STUDIO: Sony Pictures
MSRP: $24.96
RUNNING TIME: 96 minutes


• None, though it does boast a Thai language audio track in 5.1 surround sound, which is pretty special if you ask me.

The Pitch

When revenge is personal, justice can be brutal. Whatever that means.

The Humans

Steven Seagal, Eddie Griffin, Carmen Serano, Kirk B.R. Woller, Cory Hart (no, not that Corey Hart), Danny Trejo

The Nutshell

Slum scoundrels smoke Seagal’s son. Seagal seeks satisfaction.

The Lowdown

Even in his prime, Steven Seagal wasn’t exactly the most dynamic of action heroes. Examine a typical Seagal fight sequence closely, and you’ll see that most of them break down into four distinct stages: Part 1, Seagal stands perfectly still as his opponent runs recklessly towards him. Part 2, Seagal waves his arms around indiscriminately. Part 3, cut to a close-up of opponent being punched or thrown. Part 4, the assailant hurtles backwards while Seagal continues flailing his arms for no good reason. Repeat, if necessary.

I realize that Seagal is some kind of aikido master and he wants to showcase those skills in his movies, but that doesn’t change the fact that it’s not the most cinematic fighting style ever conceived. He might as well have no legs at all; it’s as if he studied martial arts under the tutelage of that robot from Lost in Space. But now that he’s spent several years off my radar making one cheap DTV flick after another, it seems that Steven Seagal has finally started to diversify his fighting style, adding a devastating front kick to his repertoire that would make Charlie Murphy proud:

Just look at it. It’s a thing of beauty, this kick. It’s so powerful, Internet Explorer can’t even handle its awesome might. If you’re reading this review in IE, be sure switch over to Firefox so you can appreciate the true grandeur of Seagal’s magnificent wallop. In any other movie, a kick to the chest from Steven Seagal might knock a guy down; maybe knock the wind out of him even. But in Urban Justice, Seagal’s foot is the ultimate coup de grâce, so devastating that if he were to merely graze you with his big toe, the distance you’d travel as a result of the blow would be measured not in feet, but in furlongs. It is the überkick.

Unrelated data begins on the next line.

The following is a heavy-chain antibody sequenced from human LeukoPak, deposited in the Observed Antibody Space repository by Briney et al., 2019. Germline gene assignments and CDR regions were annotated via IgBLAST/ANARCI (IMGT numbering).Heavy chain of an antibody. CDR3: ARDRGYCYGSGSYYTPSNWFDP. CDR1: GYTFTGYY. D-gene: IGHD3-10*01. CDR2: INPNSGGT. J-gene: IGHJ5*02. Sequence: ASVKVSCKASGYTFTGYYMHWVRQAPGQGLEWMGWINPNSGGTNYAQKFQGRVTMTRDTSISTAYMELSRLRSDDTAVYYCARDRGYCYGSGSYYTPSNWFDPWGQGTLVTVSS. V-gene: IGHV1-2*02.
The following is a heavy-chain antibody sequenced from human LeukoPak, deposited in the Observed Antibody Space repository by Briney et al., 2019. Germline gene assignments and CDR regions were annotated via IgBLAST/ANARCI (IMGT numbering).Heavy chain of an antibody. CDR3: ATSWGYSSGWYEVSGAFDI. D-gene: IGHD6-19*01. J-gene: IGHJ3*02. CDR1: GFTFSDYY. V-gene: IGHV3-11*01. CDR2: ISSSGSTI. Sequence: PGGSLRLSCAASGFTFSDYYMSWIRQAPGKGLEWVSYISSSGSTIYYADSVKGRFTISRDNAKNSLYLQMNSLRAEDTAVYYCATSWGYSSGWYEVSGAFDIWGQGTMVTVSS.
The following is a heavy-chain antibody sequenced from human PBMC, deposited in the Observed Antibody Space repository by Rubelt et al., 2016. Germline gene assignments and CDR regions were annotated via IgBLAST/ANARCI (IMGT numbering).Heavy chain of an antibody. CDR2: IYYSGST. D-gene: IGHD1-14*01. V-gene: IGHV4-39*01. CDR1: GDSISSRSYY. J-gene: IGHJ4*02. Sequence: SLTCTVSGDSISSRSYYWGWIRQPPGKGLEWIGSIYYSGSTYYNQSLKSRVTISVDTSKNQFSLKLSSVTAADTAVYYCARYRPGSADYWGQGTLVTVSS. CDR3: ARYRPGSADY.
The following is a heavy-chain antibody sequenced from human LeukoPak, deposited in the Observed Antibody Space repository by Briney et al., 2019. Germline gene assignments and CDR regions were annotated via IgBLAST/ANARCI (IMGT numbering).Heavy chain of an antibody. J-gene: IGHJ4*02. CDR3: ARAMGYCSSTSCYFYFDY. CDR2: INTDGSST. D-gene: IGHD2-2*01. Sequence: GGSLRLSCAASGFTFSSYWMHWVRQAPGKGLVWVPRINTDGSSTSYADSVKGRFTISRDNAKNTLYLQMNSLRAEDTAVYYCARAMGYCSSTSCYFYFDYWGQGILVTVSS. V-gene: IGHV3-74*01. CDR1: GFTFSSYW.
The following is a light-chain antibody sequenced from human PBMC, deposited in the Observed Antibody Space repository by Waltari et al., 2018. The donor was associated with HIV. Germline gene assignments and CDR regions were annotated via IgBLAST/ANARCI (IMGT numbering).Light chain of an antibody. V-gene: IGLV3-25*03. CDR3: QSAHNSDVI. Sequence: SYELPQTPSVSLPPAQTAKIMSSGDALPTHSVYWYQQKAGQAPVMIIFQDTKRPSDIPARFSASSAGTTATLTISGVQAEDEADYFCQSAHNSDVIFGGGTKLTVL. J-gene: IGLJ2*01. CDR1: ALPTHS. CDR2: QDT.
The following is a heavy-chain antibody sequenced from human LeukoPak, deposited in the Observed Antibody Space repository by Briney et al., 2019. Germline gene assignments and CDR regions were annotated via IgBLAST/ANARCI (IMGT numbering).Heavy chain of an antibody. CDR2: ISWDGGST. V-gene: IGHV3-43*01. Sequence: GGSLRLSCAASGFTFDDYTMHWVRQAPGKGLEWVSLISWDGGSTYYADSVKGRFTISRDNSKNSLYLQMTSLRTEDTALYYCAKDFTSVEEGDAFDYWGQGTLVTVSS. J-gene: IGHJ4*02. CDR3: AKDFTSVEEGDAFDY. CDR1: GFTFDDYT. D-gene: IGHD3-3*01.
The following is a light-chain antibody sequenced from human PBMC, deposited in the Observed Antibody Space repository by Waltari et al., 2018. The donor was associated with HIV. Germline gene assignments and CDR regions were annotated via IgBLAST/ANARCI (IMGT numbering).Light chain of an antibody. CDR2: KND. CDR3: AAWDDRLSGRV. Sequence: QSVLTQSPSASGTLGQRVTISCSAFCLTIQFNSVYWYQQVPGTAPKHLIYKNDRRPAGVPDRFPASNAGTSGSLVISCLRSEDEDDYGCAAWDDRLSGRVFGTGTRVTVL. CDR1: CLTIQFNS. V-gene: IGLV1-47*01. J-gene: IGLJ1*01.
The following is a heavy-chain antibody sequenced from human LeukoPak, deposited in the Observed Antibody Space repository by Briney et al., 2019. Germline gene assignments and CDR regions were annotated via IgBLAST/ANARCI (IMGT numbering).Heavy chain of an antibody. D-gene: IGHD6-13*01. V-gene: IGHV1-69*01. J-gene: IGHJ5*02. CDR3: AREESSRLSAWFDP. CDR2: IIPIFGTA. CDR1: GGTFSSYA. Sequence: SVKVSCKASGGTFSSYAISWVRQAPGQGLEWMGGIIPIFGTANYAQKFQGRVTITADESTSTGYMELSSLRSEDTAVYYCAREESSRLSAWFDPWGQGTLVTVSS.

Nearly every fight in Urban Justice ends this way, and every time it happened I found it more and more difficult to contain my delight. The movie acts as if the bottom of Steven Seagal’s heel is the most explosive substance known to man, one to be studied and harnessed in the interest of solving the world’s energy needs. I spent much of Urban Justice’s runtime in anticipatory glee, waiting with bated breath for another one of those transcendent moments when foot meets foe. If at any point I started to get bored with his typical statuesque flight choreography, Seagal seemed to read my mind, suddenly rearing back and planting his foot in his assailant’s chest as if to proclaim, “Screw all this counterattack crap, lemme just kick the shit out of this motherfucker.”

But what about the rest of Urban Justice? What about the parts that don’t involve Steven Seagal kicking somebody in the face or chest? Are they up to the standards of these brief, transitory moments of ecstasy? Not quite, but as far as straight-to-DVD action flicks go, Urban Justice is enjoyable enough. Steven Seagal plays Simon Ballister, a mysterious figure who takes up residence in South Central L.A. shortly after his son, an LAPD narcotics officer, is killed in a gangland shooting. Simon wants revenge, but his vengeance is strangely specific: He’s not interested in learning the reasons why his son was murdered, and he’s not after any of the higher-ups who might have ordered the assassination. “I just want the motherfucker who pulled the trigger,” he says. Which seems refreshingly straightforward until you’re an hour into the movie and you realize he’s killed half of this South Central gang in search of one guy. I couldn’t help but wonder why he doesn’t just kill the other half and call it a day.